Tioga-Sequoia Brewing Company in Fresno
May 27, 2016 02:31PM ● Published by Ronda Alvey
By Ben Ralph
Photo: Ellie Koleen
There are many reasons you would find yourself in downtown Fresno. Maybe you work for the government. Maybe you’re catching a Grizzlies game. Maybe you’re just out for a stroll on a pleasant 104-degree summer evening. The possibilities are endless. There’s one more reason to find your way to downtown Fresno: Beer (which is an especially good reason).
Within the Fresno triangle of Highways 99, 41 and 180, you’ll find the Tioga-Sequoia Brewing Company. Most folks probably found it long before they ever visited the brewery itself, since Tioga’s libations can be found in just about every grocery store, liquor store or concession stand in the Tulare-Kings-Fresno County area. They’re at beer festivals, tap takeovers, college graduations. They’re in Fresno, Visalia, Clovis, Madera, Bakersfield, Woodlake. But where did they come from?
Tioga-Sequoia has actually been around the Valley since 2007. According to company president Michael Cruz, Tioga initially began as a “contract brewery,” supplying recipes and methods to other larger brewing operations for production. This shifted in 2010 when Tioga became its own in-house operation. Just blocks from the Grizzlies stadium, Tioga operates out of what was initially intended to be a brewpub. Now a stylish brick venue, the setting is reminiscent of a classical beer garden, complete with indoor/outdoor seating areas and picnic style tables.
In discussing the spirit and intention behind the creation of Tioga, Cruz notes “the local element has been a huge part.” This is evident from its location selection to its branding and goals. The beer labels commandeer the names of known landmarks and figures, such as Mt. Whitney Xpa, Half Dome California Wheat, Joaquin Murrieta Chile Beer and General Sherman IPA. However, it is its original intent that sets it apart in its dedication to the idea of “local.” As Cruz explains it, the initial aim was to be a distribution brewery, which was unique since most of what was available for locals at the time was their nearby brewpub, where patrons can acquire the product only on site. As a distribution brewery, they could make local beers more easily available and craft beers unique to the region, not just the neighborhood.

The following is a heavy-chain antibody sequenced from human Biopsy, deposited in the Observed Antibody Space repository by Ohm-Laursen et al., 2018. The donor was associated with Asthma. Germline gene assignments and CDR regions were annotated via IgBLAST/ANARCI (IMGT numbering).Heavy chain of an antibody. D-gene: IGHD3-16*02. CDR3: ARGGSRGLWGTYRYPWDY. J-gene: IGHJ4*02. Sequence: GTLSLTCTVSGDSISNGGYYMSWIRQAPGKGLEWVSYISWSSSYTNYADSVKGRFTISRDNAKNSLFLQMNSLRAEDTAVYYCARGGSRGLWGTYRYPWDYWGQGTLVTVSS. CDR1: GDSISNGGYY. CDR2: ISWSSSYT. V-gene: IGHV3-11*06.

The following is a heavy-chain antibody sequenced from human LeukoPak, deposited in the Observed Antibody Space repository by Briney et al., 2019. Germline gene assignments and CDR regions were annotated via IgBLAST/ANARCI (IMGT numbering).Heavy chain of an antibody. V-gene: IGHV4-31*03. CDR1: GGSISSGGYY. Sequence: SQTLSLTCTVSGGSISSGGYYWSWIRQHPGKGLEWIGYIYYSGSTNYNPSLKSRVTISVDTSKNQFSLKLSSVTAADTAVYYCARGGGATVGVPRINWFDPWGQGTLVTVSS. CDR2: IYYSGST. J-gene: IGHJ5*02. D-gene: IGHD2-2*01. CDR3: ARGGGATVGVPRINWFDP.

In the early days of the Central Valley craft beer scene, there were no such local options. You could get craft beer from the colossus of the Central Coast, Firestone-Walker, from the SoCal titan, Stone Brewing, or from the king of the North, Sierra Nevada, to name a few. But Cruz and his associates at Tioga wanted to provide staple beers truly distinctive to the Valley. As Cruz pointed out, “You’re only as local as you are relevant,” and his team plans to achieve this through growth focused on concentration, availability and recognition within the Valley.
There’s no better metaphor for this than Tioga’s newest change to one of its oldest brews: the 99 Golden Ale. Aside from it soon being available in cans as a “six-pack of pints,” the ale will now sport a graphic of the pine tree and palm tree. The symbolism is rich. Highway 99 itself links the major Central Valley cities, providing a unity of the Valley communities. The 99 Golden Ale tends to be the initial beer for those first venturing into Tioga’s craft selections because it’s “good for every occasion but can lead to other flavors” and can serve as a highway to transport one into craft beers of all styles. Finally, the palm meeting the pine is a longtime icon seen from Highway 99 that denotes the geographic centrality of the area within the state and is a reminder that the Valley is its own territory, being neither Northern nor Southern California. Together, it seems the statement is that the 99, both the highway and the ale, would be “the road to craft beer” in the Central Valley.
But Tioga, like the 99, makes efforts to lead locals not only to craft beer but also to other local craftsmen, local landmarks and to each other. Rush Day, an event held each December, highlights Tioga’s coffee infused beers and local coffee roasters. The event also features local food vendors who use the beer in their cooking. Tioga is planning a similar event in the spring to highlight its Midnight Lightening Imperial Stout with barrel-aged variants. They’re also teaming up with the High Sierra Trail Crew for a four-day camp focused on getting locals outdoors to learn and perform trail maintenance in the Sierras, thus taking a more active part in enjoying and preserving their natural treasures to the east.
Though still growing, Tioga-Sequoia is a brewery Valley locals can truly call their own. So whether you’re heading down Highway 99 or hunting down a bottle of 99, know that either one can guide you to the breadth and heights of local ingenuity, creativity and craft. Though water may be scarce, the beer isn’t: Drink local.
Tioga-Sequoia Brewing Company • 745 Fulton Street, Fresno
Wednesday 4-9pm, Thursday-Friday 4-11pm,
Saturday 12-11pm, Sunday 12-6pm
www.tiogasequoia.com • Find them on Facebook & Instagram